Browsing the blog archivesfor the day Friday, April 2nd, 2010.

Congrats to The Reaction


A belated congratulations to Michael Stickings and The Reaction, which passed its 5th anniversary a few days ago. Posted today: Twilight of the Godwins by Capt. Fogg.

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The Corrupt Financial Sector

Financial Crisis

Kevin Hall of McClatchy Newspapers tells us what Moody’s Investors Service was up to before the meltdown:

Moody’s blue-ribbon board of directors stopped receiving key information from an internal committee that was supposed to keep the board informed of risks to the company, a McClatchy investigation has found.

Instead, the ad hoc risk-management committee suddenly disappeared, precisely at the time when the board and management should have been shifting to higher alert as the financial world began quaking.

As McClatchy reported last year, the credit-rating agency had been handing out Triple-A grades like candy for Wall Street mortgage securities that were backed by pools of home loans that turned out to be junk.

Moody’s, of course, is a financial research group that analyzes the financial soundness of commercial and government entities and hands out credit scores on borrowers. It’s not exactly a watchdog, but you could argue that it’s a means by which the glorious and infallible free market, praised be its name, regulates itself.

Well, so much for that.

Former Moody’s executives told Hall that the Moody’s board of directors were meeting six times a year, although what they actually did is questionable. The adjective “incurious” was attached to them a couple of times. For this industriousness, members were paid salaries of up to $115,000 a year, plus stock. Nice work if you can get it.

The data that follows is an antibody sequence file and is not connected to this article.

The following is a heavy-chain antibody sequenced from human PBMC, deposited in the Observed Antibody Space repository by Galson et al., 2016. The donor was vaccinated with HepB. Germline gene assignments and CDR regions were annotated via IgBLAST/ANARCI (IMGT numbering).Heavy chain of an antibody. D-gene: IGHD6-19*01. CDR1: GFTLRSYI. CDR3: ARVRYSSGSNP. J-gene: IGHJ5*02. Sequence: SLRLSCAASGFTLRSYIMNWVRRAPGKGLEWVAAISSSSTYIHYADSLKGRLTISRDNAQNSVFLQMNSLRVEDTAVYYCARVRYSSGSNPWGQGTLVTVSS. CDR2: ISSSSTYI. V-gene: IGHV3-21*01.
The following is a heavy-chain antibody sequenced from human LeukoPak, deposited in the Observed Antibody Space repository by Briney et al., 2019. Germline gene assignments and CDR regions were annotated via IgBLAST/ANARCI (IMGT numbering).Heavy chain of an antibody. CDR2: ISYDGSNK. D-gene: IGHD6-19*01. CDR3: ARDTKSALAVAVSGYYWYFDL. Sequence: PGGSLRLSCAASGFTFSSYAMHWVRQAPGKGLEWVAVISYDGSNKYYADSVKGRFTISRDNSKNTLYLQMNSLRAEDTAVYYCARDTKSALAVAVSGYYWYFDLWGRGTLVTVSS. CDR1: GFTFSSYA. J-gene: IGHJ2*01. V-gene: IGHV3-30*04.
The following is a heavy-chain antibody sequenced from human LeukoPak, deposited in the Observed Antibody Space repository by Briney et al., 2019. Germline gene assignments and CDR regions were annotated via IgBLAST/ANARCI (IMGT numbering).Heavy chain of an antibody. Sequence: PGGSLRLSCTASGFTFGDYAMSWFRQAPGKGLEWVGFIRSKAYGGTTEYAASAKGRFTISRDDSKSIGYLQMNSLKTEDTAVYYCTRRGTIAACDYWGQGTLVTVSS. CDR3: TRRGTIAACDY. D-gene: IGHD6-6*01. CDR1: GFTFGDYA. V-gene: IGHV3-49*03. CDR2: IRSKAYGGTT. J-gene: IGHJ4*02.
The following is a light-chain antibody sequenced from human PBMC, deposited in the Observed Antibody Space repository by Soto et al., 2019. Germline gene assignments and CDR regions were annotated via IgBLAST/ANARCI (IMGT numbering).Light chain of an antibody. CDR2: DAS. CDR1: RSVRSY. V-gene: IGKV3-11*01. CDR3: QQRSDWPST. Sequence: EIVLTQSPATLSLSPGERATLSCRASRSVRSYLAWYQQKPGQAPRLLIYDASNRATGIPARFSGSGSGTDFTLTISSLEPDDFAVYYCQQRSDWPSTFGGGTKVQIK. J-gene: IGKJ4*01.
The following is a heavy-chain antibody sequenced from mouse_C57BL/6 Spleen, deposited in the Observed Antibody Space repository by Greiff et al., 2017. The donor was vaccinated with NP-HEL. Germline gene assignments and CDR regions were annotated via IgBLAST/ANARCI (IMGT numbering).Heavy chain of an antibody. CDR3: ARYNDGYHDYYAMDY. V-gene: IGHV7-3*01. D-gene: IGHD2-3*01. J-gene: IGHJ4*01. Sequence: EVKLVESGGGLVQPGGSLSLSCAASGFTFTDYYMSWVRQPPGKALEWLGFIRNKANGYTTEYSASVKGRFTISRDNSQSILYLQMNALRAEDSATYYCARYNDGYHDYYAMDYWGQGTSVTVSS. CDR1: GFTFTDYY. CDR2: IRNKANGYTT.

A committee charged with the job of warning the company of threats was disbanded in 2007 after a management shakeup, and the board either didn’t notice or didn’t care. The whole business stinks of crony capitalism.


… the legislation to overhaul financial regulation that’s now moving through Congress aims to empower ratings-agency boards by requiring a direct line of communication between the company officials who police for risks and the boards. It’s not clear whether that would have made any difference at Moody’s.

It wouldn’t have made any difference at Moody’s because the board members, apparently, did not take their responsibilities seriously. It appears people in the company were trying to get their attention and warn them something bad was about to go down, but the board remained oblivious. I’m sure the members all expect to golden parachute into a cushy retirement, no matter whether they succeed or fail, if they haven’t parachuted already.

I’m sure that if you give them enough time and latitude, libertarians will find some reason why Moody’s meltdown was the government’s fault, and that such things can never happens when markets are unregulated. But it seems to me that the financial sector is just plain corrupt, through and through.

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